He said the Senavitis vehicle "was about over in my lane of traffic."

Golab said someone ran to the Rhoades vehicle so he went to the Senavitis pickup to see if there was anything he could do to help. He said of Senavitis, "The guy was underneath the dash, underneath the steering wheel."

"He was hurt very badly," Golab added.

The witness also testified of Senavitis, "He smelled like a brewery."

Charles Frantz, EMT

Frantz said he was the first medical responder on the scene.

He said he went to the pickup truck to assist Senavitis, who was under the steering wheel. He said Senavitis told him his wife was with him and "threw me under the truck and ran." Frantz said he looked around but didn't see anyone else. It was determined that Senavitis was alone when the accident happened.

The witness said he smelled an odor of what appeared to be alcohol.

Frantz, upon cross-examination, said Senavitis was capable of communicating with him.

Kimberly Fischer, EMT

Fisher said when she arrived on the scene of the accident, she saw a pickup truck and car together. The pickup truck was against the passenger side of the car.

She went into the Cadillac and told the senator and Mrs. Rhoades who she was. She said she tried to prevent them from going into shock.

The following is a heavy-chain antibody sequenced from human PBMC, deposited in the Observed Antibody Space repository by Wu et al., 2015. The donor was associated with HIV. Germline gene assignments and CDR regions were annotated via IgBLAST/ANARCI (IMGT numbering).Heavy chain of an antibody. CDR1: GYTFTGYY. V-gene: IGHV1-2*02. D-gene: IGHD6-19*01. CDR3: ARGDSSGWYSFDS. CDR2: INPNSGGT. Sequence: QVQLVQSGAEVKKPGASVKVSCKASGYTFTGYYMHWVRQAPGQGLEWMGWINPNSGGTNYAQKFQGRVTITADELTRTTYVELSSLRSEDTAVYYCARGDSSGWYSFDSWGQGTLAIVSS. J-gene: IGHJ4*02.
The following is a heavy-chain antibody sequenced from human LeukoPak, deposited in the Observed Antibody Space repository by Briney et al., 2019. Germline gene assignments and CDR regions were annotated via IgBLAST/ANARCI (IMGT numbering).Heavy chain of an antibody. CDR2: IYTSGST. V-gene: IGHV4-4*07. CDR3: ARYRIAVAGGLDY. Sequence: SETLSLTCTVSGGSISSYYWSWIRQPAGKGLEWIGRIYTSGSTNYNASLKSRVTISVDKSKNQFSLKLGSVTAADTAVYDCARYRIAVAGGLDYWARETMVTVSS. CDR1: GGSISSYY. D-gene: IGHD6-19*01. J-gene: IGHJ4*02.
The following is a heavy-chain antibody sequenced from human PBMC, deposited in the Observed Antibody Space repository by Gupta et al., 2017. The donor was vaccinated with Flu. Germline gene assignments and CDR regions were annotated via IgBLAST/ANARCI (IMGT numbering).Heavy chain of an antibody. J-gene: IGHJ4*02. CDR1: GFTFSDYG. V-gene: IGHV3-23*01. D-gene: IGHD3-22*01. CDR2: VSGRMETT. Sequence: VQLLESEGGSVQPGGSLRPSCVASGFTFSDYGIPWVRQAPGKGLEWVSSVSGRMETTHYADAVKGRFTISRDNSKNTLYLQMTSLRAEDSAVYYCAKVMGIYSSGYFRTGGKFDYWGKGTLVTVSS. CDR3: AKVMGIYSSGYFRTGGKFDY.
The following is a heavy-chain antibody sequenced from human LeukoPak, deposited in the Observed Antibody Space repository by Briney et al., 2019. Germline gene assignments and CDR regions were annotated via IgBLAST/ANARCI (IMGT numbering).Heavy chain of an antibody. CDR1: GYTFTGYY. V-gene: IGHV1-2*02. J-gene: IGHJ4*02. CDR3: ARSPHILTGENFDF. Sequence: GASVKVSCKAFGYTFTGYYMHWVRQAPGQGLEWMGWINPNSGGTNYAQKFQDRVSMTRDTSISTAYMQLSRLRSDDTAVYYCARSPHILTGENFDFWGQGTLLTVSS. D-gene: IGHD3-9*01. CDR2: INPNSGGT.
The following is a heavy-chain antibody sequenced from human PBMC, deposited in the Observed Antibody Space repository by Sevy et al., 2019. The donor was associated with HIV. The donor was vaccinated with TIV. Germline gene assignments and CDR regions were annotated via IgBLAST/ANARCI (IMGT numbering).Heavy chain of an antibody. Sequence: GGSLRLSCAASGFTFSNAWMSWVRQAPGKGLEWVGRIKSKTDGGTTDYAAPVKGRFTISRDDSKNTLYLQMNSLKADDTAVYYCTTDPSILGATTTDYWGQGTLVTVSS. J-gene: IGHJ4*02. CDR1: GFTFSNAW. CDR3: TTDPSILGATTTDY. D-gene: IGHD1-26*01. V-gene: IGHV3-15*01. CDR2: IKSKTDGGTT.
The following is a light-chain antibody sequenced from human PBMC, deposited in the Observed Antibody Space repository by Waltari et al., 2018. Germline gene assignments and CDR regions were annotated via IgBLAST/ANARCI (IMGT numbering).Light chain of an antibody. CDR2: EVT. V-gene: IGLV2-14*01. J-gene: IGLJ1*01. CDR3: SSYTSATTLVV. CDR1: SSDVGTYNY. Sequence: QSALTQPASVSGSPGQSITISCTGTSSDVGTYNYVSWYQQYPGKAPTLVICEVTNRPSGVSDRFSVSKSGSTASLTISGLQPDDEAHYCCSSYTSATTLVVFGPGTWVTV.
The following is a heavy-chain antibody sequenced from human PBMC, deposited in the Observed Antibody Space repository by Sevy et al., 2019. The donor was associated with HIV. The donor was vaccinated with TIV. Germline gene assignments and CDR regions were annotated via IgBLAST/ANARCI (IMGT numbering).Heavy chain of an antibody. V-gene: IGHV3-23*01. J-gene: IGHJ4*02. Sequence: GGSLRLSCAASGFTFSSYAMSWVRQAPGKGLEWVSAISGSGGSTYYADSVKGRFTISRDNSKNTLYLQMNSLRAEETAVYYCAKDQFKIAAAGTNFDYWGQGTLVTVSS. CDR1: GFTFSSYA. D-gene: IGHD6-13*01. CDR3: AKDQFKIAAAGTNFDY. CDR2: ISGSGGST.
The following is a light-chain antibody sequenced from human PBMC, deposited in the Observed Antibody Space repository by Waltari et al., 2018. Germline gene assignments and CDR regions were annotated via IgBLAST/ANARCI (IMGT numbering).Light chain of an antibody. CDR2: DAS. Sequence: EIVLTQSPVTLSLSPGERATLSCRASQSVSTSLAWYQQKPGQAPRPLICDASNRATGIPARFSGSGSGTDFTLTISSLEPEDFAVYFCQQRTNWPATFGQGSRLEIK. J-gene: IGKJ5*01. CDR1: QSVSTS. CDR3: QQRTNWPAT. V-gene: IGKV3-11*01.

Assistant District Attorney Colleen Mancuso asked her if Mrs. Rhoads said anything to her in the car. Fischer responded, "She was worried about her husband and she said she didn't understand why the other driver crossed the line."

Under cross examination, Fischer said both the senator and Mrs. Rhoades seemed alert.

Rachel Matchette,

paramedic with PennStar

Matchette said she worked in the helicopter which transported Senavitis and that he "was carrying on and becoming uncooperative with us."

She said Senavitis kept asking, "Where's my wife? Where's my wife?" As a result, a search was conducted of the accident area in case she had been thrown from the vehicle.

Because of Senavitis, the helicopter "smelled like a brewery," testified Matchette, adding that the flight crew let the doors of the helicopter open to have the odor escape.

"We believe he was intoxicated," she said. "He had an extremely strong odor of alcoholic beverage on his breath."

The paramedic said there was no pain medicine given to Senavitis "because he never voiced that he was in pain."

Mary Edith Rhoades,

wife of the senator

Mrs. Rhoades said she and her husband were conversing about how far away the school was located. She said her husband "left a scream out." She added that she saw a light come at her, referring to the headlights of the Senavitis vehicle.